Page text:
At the end of their meeting, the ever first between sitting leaders of the two nations, Trump and Kim signed an agreement to work toward complete denuclearization and a lasting “peace regime” on the Korean Peninsula.
The document, which Trump deemed “very comprehensive,” says the two sides commit to hold follow-up negotiations and to cooperate to develop bilateral relations.
Asked about what the agreement meant for North Korea’s denuclearization, Trump said “we’re starting that process very quickly — very, very quickly.”
A photo of the document Trump signed revealed that the leaders agreed on these four points:
1. The United States and the DPRK commit to establish new U.S.-DPRK relations in accordance with the desire of the peoples of the two countries for peace and prosperity.
2. The United States and the DPRK will join their efforts to build a lasting and stable peace regime on the Korean Peninsula.
3. Reaffirming the April 27, 2018 Panmunjom Declaration, the DPRK commits to work toward complete denuclearization of the Korean Peninsula.
4. The United States and the DPRK commit to recovering POW/MIA remains, including the immediate repatriation of those already identified.
In addition to those elements, the document says Trump “committed to provide security guarantees” to North Korea, an apparent reference to the authoritarian government’s longstanding concern that the ultimate American goal is regime change in Pyongyang.
Importantly, the U.S. leader did reveal that his country will be stopping the war games it conducts near North Korea.
That, he said, “will save us a tremendous amount of money — unless and until we see that the future negotiation is not going along like it should … Plus I think it’s very provocative.”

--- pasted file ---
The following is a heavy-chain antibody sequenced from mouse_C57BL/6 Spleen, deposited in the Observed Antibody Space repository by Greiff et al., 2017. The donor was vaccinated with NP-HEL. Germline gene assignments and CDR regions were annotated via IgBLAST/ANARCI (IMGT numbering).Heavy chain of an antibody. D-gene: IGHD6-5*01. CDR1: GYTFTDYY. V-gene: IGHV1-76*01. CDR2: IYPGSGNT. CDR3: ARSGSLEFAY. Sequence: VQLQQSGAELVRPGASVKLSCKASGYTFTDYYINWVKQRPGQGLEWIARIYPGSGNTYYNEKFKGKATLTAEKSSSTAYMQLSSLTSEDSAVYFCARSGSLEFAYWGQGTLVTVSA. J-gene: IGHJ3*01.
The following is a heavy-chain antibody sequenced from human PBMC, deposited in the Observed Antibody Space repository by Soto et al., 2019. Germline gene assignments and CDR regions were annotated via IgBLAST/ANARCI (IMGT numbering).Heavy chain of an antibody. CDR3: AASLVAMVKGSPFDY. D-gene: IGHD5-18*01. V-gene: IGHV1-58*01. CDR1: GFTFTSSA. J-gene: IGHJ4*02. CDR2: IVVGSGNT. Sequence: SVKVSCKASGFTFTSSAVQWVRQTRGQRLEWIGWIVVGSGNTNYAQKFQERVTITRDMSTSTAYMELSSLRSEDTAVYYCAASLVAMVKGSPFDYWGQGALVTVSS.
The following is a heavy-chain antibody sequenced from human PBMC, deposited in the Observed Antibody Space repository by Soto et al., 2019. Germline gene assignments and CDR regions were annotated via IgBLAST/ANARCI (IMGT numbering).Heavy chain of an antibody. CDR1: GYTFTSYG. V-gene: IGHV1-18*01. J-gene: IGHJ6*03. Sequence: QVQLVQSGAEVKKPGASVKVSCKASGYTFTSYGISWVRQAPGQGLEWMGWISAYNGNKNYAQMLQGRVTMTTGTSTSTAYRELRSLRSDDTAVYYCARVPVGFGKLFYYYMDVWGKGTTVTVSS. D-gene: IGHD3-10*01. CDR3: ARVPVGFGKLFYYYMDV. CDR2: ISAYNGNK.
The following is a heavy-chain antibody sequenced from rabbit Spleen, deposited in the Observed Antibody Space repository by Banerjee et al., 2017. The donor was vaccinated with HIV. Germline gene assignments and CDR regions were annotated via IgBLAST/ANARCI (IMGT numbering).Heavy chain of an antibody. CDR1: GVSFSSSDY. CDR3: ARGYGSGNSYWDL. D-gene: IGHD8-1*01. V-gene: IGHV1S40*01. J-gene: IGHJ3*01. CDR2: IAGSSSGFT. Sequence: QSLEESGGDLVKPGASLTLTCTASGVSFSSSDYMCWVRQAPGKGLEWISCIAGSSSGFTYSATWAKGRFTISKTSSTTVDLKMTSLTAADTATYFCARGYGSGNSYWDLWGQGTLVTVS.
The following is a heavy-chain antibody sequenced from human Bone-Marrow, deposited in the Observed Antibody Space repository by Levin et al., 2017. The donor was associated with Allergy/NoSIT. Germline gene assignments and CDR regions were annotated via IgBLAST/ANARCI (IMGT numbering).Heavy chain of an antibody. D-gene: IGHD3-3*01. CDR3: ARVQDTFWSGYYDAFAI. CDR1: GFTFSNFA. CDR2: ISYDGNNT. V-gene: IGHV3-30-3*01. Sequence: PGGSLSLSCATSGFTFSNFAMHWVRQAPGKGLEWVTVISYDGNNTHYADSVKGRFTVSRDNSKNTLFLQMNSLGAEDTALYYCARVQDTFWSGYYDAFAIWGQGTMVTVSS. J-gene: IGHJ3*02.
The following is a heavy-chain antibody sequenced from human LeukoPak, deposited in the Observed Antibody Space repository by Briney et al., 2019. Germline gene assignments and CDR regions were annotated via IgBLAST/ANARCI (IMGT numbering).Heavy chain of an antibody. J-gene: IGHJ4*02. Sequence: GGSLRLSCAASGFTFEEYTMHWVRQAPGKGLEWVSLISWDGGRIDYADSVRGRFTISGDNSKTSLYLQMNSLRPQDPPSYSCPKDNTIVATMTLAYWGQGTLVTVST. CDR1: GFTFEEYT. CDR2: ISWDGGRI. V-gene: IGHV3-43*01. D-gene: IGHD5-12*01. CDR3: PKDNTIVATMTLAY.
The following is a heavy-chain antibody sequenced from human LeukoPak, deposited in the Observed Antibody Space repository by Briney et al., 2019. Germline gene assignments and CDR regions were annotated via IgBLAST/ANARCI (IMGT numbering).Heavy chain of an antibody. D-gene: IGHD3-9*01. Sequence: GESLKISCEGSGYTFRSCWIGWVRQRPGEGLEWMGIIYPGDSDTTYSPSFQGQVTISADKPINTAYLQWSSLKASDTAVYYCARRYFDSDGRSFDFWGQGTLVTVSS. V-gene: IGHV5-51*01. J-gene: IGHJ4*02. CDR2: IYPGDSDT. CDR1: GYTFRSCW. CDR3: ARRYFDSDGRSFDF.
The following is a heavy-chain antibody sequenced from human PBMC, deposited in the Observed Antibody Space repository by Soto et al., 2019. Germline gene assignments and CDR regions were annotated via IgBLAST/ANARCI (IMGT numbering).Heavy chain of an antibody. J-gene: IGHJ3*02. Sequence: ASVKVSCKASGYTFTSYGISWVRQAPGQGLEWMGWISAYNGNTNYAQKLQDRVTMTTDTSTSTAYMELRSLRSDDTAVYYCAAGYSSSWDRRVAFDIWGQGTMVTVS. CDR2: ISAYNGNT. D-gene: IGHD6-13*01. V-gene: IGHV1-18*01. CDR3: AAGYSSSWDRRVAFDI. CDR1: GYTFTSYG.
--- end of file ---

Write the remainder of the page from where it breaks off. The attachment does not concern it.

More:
The president said he would eventually like to see the full withdrawal of U.S. troops from the Korean Peninsula. Still Trump emphasized during his post-summit press conference that the U.S. had not yet agreed to reduce any military capabilities: “We’re not reducing anything.”
“I think our whole relationship with North Korea and the Korean Peninsula is going to be a very much different situation than it has in the past. We both want to do something, we both are going to do something, and we have developed a very special bond,” Trump said at the signing ceremony. “This is going to lead to more and more and more.”
Many experts expressed dismay at the agreement, however. For one, Beatrice Fihn, executive director at the International Campaign to Abolish Nuclear Weapons — a civil society coalition that was awarded the 2017 Nobel Peace Prize — said on Twitter the agreement is flawed because Kim did not explicitly agree to nuclear disarmament.
“[T]his all looked more like a big welcome party to the nuclear-armed club,” she said.
Vipin Narang, an MIT expert focusing on nuclear proliferation and strategy, said on Twitter that the U.S. guarantee of security and North Korea’s pledge to work toward denuclearization were “a vague meaningless pledge in exchange for a vague meaningless guarantee.”
China, North Korea’s longtime patron, took a decidedly positive tone on the agreement. The fact that both leaders can sit together and converse has significant meaning and creates new history, Chinese Foreign Minister Wang Yi told reporters, according to Chinese news media.
After the signing of the document, Trump declared to the assembled media at the summit that Kim was a “very worthy, very smart negotiator.”
“We had a terrific day and we learned a lot about each other and about our countries,” Trump said, standing shoulder-to-shoulder with the North Korean dictator. “I learned he’s a very talented man. I also learned he loves his country very much.”
That comment from Trump elicited a question during his post-summit press conference.
“He is very talented: Anybody that takes over a situation like he did at 26 years of age and is able to run it and run it tough — I don’t say he was nice,” the president said.
The summit began with the two men briefly shaking hands and taking a photo side-by-side, then moving to another room, where they sat and made brief statements for the press.
“We’re going to have a great discussion and, I think, tremendous success. It will be tremendously successful. And it’s my honor,” Trump said.
“We will have a terrific relationship — I have no doubt,” the president added.